• require an employee to return or give the employee’s gratuities to the employer.

The above rules do not apply if an employer is authorized or required under a law of British Columbia or Canada or by a court to withhold gratuities from an employee, make a deduction from an employee’s gratuities or require an employee to return or give the gratuities to the employer. This exemption does not apply if the law or court requires the employer to remit the gratuities to a third party and the employer fails to do so.

If an employer contravenes the tips and gratuities rules, the amount withheld or deducted from the employee or required to be returned or given by the employee to the employer is a debt due to the employee and may be collected by the director in the same manner as wages.

“Gratuity” means:

  • a payment voluntarily made to, or left for an employee by a customer of the employee’s employer in circumstances in which a reasonable person would be likely to infer that the customer intended or assumed that the payment would be kept by the employee or shared by the employee with other employees;
  • a payment voluntarily made to an employer by a customer in circumstances in which a reasonable person would be likely to infer that the customer intended or assumed that the payment would be redistributed to an employee or employees;
  • a payment of a service charge or similar charge imposed by an employer on a customer in circumstances in which a reasonable person would be likely to infer that the customer intended or assumed that the payment would be redistributed to an employee or employees; and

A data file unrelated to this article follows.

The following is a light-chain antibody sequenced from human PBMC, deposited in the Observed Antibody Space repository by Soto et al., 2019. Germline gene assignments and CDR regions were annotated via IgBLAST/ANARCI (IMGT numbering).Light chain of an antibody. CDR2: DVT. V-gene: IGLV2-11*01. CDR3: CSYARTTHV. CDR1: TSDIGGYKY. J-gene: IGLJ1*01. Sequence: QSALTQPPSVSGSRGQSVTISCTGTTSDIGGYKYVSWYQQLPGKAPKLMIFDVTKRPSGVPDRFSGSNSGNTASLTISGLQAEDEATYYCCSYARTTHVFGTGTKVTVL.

• other payments as may be prescribed in regulation.

But, gratuity does not include:

  • payments as may be prescribed; and
  • charges as may be prescribed relating to the method of payment used, or a prescribed portion of those charges.

An employer may withhold gratuities from an employee, make a deduction from an employee’s gratuities or require the employee to return or give the gratuities to the employer if the employer collects and redistributes gratuities among some, or all of the employer’s employees. An employer must not redistribute gratuities among prescribed employees or classes of employees.

An employer, a director or a shareholder of an employer may not share in gratuities that are redistributed.

An employer who is a sole proprietor or a partner in a partnership may share in gratuities that are redistributed if the employer regularly performs, to a substantial degree, the same work performed by some or all of the employees who share in the redistribution, or employees of other employers in the same industry who commonly receive or share in gratuities.